Many Staten Islanders may not know that we have our own piece of the Underground Railroad right here on the South Shore. Sandy Ground, which is located in Woodrow, is the oldest continuously inhabited free black settlement in the United States. Founded in the early 1800s, the community arose from a settlement of free Blacks from New York, Maryland and Delaware. By harvesting oysters and farming, this fledgling community was able to thrive and became a safe haven on the Underground Railroad.
Today, Sandy Ground is home to 10 families that are descendants of the property’s original settlers. The Sandy Ground Historical Society Library Museum is the largest collection of African-American culture and history on the Island. Members of the historical society preserve material related to the historic town, as well as letters, photographs, film, art, rare books and other archaeological artifacts. The museum educates the public about black history through lecture series, school programs and festivals.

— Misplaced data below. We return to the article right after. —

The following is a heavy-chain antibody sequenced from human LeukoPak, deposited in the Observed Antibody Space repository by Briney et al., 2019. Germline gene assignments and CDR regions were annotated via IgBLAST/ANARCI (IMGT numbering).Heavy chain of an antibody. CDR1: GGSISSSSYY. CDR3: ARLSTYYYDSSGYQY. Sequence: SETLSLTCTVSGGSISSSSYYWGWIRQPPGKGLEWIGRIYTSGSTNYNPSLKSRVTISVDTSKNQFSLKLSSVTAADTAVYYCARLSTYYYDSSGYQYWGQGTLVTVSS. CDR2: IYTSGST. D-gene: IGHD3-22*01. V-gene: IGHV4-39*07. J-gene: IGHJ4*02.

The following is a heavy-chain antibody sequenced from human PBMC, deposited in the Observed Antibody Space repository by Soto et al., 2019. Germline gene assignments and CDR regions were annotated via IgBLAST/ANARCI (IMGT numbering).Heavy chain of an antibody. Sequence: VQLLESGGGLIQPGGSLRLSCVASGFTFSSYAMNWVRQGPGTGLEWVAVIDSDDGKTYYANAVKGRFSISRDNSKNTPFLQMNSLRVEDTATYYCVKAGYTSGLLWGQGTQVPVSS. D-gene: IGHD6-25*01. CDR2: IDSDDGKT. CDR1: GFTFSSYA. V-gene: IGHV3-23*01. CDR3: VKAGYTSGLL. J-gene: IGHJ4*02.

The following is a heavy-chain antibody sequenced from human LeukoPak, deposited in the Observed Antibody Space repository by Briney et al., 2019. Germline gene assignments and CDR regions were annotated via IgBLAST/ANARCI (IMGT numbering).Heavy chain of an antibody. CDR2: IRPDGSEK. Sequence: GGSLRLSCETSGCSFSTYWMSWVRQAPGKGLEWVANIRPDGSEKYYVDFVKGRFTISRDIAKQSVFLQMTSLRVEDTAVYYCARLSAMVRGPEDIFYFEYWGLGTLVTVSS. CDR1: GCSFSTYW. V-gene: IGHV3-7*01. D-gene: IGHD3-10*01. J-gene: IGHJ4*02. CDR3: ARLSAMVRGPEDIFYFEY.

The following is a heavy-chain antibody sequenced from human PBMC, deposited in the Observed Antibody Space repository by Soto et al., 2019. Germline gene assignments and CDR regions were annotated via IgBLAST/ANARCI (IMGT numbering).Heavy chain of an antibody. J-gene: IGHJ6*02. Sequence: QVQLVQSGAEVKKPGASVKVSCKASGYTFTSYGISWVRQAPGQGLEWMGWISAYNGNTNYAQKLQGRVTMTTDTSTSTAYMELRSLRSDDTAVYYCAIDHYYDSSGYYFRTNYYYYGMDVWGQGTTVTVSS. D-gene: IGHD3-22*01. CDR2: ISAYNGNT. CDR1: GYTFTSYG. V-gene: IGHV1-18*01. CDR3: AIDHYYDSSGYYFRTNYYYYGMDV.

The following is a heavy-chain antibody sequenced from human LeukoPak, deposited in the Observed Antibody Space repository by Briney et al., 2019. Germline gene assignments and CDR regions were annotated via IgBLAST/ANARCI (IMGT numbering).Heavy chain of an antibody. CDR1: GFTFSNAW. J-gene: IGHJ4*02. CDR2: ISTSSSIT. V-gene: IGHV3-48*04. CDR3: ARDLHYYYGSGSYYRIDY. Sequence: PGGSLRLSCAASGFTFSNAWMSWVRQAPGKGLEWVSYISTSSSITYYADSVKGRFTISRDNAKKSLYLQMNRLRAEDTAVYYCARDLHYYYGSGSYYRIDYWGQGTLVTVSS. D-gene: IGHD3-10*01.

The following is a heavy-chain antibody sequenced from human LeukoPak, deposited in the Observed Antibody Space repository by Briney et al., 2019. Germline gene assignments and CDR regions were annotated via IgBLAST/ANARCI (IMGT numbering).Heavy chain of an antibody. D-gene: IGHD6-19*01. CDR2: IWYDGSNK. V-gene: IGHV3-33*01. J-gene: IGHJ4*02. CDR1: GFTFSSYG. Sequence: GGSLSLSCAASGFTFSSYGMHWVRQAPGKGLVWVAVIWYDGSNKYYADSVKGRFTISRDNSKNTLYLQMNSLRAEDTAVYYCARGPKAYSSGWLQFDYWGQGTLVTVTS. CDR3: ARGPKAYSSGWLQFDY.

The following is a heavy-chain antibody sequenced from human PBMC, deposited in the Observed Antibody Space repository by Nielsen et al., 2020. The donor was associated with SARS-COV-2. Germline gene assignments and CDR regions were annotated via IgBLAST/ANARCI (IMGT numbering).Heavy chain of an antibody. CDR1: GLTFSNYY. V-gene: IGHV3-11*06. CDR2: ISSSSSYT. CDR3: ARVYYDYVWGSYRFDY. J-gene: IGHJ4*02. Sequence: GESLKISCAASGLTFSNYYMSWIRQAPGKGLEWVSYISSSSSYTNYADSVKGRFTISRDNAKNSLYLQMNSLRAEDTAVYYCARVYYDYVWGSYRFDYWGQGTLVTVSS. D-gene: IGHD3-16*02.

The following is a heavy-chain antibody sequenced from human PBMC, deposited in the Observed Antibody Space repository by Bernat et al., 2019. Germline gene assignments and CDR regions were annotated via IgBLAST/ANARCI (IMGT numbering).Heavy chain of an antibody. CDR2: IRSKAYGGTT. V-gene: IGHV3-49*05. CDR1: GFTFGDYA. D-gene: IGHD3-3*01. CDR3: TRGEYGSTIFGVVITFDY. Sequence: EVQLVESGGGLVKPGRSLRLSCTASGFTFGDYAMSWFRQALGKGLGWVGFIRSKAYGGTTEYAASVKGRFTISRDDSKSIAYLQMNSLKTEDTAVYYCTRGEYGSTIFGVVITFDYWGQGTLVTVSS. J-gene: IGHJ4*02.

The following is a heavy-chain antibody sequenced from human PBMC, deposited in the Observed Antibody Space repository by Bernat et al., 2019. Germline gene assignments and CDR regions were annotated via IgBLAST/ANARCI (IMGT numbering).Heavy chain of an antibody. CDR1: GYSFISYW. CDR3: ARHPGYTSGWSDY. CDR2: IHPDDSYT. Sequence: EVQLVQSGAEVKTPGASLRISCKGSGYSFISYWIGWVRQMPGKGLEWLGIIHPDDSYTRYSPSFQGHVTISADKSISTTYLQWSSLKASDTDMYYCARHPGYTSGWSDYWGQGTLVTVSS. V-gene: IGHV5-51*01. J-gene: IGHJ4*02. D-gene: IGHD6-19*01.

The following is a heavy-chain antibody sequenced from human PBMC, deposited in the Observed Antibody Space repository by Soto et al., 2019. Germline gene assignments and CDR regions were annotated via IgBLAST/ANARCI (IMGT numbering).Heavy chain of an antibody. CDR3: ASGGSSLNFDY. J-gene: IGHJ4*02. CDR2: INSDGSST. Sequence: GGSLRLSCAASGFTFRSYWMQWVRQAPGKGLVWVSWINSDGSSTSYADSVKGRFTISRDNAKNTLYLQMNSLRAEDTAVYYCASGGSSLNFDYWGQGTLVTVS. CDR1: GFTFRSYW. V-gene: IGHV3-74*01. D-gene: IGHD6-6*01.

The idea for the museum’s most recent exhibit actually originated at Borough Hall! In 2015, we hosted a traveling exhibit of quilts made by descendants of the original Sandy Ground settlers that depicted their history. Each quilt tells a unique story of a local family and is rooted in the African-American tradition of quilt-making. Due to space constraints, we could only display four quilts at Borough Hall. After receiving an overwhelmingly positive reaction to the exhibit, the Sandy Ground Historical Society decided to continue the idea and put many more quilts on display in their museum.
For more information on the museum, visit sandygroundmuseum.org or call (718) 317-5796